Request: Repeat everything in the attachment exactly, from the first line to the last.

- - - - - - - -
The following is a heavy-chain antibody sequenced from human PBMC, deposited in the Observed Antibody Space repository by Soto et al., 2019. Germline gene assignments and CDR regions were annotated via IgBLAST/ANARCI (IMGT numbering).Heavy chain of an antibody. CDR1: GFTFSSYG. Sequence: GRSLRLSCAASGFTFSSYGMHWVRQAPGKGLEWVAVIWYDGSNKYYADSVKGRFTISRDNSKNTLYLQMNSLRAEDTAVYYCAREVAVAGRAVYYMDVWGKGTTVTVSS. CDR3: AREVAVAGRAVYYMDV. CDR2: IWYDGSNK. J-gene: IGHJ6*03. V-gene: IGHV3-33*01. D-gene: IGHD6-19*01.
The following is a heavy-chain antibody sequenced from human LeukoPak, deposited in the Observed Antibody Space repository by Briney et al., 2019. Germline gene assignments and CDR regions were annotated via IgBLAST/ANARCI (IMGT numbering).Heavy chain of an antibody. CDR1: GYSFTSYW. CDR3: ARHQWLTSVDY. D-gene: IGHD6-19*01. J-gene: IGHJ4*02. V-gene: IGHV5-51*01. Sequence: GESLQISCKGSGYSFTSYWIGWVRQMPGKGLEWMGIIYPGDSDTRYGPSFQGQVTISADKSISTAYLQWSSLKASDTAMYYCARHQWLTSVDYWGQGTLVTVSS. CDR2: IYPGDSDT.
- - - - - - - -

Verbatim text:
The following is a heavy-chain antibody sequenced from human PBMC, deposited in the Observed Antibody Space repository by Soto et al., 2019. Germline gene assignments and CDR regions were annotated via IgBLAST/ANARCI (IMGT numbering).Heavy chain of an antibody. CDR1: GFTFSSYG. Sequence: GRSLRLSCAASGFTFSSYGMHWVRQAPGKGLEWVAVIWYDGSNKYYADSVKGRFTISRDNSKNTLYLQMNSLRAEDTAVYYCAREVAVAGRAVYYMDVWGKGTTVTVSS. CDR3: AREVAVAGRAVYYMDV. CDR2: IWYDGSNK. J-gene: IGHJ6*03. V-gene: IGHV3-33*01. D-gene: IGHD6-19*01.
The following is a heavy-chain antibody sequenced from human LeukoPak, deposited in the Observed Antibody Space repository by Briney et al., 2019. Germline gene assignments and CDR regions were annotated via IgBLAST/ANARCI (IMGT numbering).Heavy chain of an antibody. CDR1: GYSFTSYW. CDR3: ARHQWLTSVDY. D-gene: IGHD6-19*01. J-gene: IGHJ4*02. V-gene: IGHV5-51*01. Sequence: GESLQISCKGSGYSFTSYWIGWVRQMPGKGLEWMGIIYPGDSDTRYGPSFQGQVTISADKSISTAYLQWSSLKASDTAMYYCARHQWLTSVDYWGQGTLVTVSS. CDR2: IYPGDSDT.